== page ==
Tencent gets go-ahead to test autonomous cars in Shenzhen
Tencent Holdings on Monday received its first licence to conduct open-road tests for its autonomous cars on designated areas in the southern coastal city of Shenzhen, heating up the race for the commercial development of self-driving vehicles in China.
The licence granted to Tencent was also the first such authorisation issued by the Transport Committee and Public Security and Traffic Police Bureau of Shenzhen, where the company is headquartered, according to a statement released by the internet giant.
The tests are expected to move forward Tencent’s self-driving car initiative from the technical stage into the application stage, which forms a crucial part of its mobility strategy, according to Su Kuifeng, director of the firm’s autonomous driving laboratory.
Shenzhen’s grant of a licence for autonomous car tests has a come a month after China’s Ministry of Industry and Information Technology (MIIT) released national guidelines for smart internet-connected cars, which gave local authorities a freer hand to arrange road tests for self-driving vehicles.
Provincial and municipal governments can evaluate local conditions to choose test areas for autonomous cars, issue licence plates and need only brief the MIIT, the Ministry of Public Security and the Transportation Ministry twice a year on the road tests, according to the guidelines which took effect on May 1.
About five months ago, Beijing became the country’s first city to give the green light for autonomous cars to do open-road tests. In March, Shanghai issued licenses for self-driving cars to electric car start-up NIO as well as the state-owned automotive design and manufacturing company SAIC Motor.
Tencent joins rival internet giants Baidu and Alibaba Group Holding – which are collectively known as BAT – in the artificial intelligence-driven industry.
BAT were earlier named by the Chinese government to its national team of artificial intelligence champions. Baidu had been tasked to spearhead the development of self-driving cars.
Autonomous driving is one of the areas where China and the United States are competing for leadership, part of a broader contest for supremacy in the next generations of technology that is revolutionising the way people work, play and live.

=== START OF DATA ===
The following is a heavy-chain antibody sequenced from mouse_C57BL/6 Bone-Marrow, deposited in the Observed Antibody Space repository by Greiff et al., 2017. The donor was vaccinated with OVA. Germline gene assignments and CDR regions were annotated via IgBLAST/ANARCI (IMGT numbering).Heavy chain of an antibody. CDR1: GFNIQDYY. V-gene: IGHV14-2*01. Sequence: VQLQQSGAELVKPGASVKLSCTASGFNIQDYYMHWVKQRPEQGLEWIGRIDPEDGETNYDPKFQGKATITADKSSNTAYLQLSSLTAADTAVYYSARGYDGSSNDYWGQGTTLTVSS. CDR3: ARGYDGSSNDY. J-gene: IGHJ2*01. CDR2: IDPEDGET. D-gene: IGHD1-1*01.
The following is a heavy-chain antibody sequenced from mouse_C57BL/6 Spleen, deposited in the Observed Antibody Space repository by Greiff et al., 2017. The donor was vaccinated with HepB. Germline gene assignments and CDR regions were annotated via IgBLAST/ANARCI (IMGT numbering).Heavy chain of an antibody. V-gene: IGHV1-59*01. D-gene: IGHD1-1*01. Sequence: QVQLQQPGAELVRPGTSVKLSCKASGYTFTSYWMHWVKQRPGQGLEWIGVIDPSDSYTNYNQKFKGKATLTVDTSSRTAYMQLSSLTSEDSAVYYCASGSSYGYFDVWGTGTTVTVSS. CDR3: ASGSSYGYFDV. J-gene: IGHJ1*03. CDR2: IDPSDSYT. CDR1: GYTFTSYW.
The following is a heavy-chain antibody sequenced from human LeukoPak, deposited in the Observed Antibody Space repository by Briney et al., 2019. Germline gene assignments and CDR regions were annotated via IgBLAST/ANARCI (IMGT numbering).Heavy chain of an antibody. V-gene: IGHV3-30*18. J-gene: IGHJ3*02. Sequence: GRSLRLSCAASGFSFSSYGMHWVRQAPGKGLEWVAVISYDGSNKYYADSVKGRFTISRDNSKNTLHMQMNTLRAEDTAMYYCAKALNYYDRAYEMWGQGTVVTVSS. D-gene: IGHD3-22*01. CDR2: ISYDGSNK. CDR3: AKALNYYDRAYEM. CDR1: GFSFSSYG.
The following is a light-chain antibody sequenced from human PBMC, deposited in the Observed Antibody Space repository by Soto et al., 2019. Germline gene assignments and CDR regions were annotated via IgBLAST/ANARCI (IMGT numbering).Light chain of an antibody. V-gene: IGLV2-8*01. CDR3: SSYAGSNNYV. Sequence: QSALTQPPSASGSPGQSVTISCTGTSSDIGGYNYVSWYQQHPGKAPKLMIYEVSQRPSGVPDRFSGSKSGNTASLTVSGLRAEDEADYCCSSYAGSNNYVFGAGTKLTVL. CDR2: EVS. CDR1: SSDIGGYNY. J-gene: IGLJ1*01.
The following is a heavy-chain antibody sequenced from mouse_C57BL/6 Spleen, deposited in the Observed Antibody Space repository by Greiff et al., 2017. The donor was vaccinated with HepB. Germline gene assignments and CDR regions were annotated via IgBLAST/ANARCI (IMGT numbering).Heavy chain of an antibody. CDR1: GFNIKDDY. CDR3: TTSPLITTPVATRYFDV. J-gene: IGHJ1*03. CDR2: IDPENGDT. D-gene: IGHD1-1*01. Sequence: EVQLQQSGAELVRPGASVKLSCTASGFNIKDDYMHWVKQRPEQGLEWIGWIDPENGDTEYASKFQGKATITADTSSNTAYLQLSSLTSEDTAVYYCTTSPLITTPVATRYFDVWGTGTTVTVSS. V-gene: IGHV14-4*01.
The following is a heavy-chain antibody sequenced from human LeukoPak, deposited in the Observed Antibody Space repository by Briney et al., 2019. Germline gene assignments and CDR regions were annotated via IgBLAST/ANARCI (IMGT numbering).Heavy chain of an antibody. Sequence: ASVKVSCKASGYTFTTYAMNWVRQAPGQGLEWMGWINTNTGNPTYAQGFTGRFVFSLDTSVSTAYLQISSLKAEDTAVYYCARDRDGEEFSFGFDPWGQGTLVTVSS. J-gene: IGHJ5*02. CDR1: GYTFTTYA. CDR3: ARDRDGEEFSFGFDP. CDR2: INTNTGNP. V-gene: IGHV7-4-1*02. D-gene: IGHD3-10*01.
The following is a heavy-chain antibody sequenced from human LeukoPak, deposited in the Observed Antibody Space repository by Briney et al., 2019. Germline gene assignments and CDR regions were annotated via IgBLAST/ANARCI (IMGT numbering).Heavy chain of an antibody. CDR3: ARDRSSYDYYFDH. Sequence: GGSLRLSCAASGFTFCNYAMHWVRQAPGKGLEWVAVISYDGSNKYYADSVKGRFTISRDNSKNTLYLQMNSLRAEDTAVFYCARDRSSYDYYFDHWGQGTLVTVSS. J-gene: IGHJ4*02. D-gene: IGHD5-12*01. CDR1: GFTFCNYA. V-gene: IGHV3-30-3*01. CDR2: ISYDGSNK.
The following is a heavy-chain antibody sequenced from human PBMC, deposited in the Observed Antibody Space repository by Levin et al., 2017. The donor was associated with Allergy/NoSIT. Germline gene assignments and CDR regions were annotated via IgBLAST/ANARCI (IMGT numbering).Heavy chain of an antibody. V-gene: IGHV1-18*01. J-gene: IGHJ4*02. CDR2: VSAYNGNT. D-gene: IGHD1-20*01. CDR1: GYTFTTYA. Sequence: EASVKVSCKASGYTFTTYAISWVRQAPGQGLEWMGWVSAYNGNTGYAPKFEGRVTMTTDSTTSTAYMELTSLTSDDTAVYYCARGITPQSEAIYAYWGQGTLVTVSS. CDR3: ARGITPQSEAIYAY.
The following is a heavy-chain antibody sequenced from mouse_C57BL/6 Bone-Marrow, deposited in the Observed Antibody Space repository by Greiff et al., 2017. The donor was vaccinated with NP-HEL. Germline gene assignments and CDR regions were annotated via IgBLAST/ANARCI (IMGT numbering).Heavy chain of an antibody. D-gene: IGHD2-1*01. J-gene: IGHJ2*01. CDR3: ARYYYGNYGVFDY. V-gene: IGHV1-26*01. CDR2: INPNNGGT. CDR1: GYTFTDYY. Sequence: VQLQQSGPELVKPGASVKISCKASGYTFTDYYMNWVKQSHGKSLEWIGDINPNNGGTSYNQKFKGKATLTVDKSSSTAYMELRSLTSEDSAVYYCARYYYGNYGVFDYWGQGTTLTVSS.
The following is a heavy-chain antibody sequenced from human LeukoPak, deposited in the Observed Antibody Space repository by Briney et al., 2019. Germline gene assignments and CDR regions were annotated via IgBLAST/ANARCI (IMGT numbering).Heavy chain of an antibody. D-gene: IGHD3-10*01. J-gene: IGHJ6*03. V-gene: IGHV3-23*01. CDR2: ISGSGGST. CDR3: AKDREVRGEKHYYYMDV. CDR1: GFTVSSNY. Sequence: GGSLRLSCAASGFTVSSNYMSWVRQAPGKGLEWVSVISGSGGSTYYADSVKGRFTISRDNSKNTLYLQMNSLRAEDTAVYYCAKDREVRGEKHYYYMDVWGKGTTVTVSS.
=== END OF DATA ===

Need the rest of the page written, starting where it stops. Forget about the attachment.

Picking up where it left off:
Self-driving cars are increasingly seen as the holy grail of applied technology because they must be proven safe in unpredictable real-world conditions.
US cities have also become popular testing grounds for Chinese autonomous driving players. Didi Chuxing, China’s the largest ride-hailing services provider, received a permit to test self-driving cars in California, according to information posted on the website of that state’s Department of Motor Vehicles on May 10, a Financial Times report said.
Didi became the 53rd company to receive such a permit in California after other Chinese companies, including Baidu, NIO and self-driving car firm Pony.ai.
While Baidu has been ahead in autonomous driving tech road tests, both Tencent and Alibaba have rushed to make up lost ground.
Last month, Tencent signed a new partnership agreement to develop internet-connected cars with FAW Group – the sixth carmaker to sign up in an alliance after Changan, GAC Group, Geely, BYD and Dongfeng Liuzhou Motor.
New York-listed Alibaba, China’s biggest e-commerce services provider and parent company of the South China Morning Post, last month said it was also conducting autonomous car tests in preparation for open road trials. It also plans to hire 50 more self-driving specialists for its AI research lab, said an Alibaba spokeswoman.
Alibaba also formed a partnership with SAIC Motor, the country’s largest carmaker, to launch internet-connected cars powered by Alibaba’s AliOS in-car operating system. Another venture by Alibaba to have a car model equipped with AliOS will begin this year in cooperation with Dongfeng Peugot Citroen Automobile Company.
China is likely to emerge as the world’s largest market for autonomous vehicles and mobility services, worth more than US$500 billion by 2030, according to a McKinsey report released last month.
Additional reporting by Sarah Dai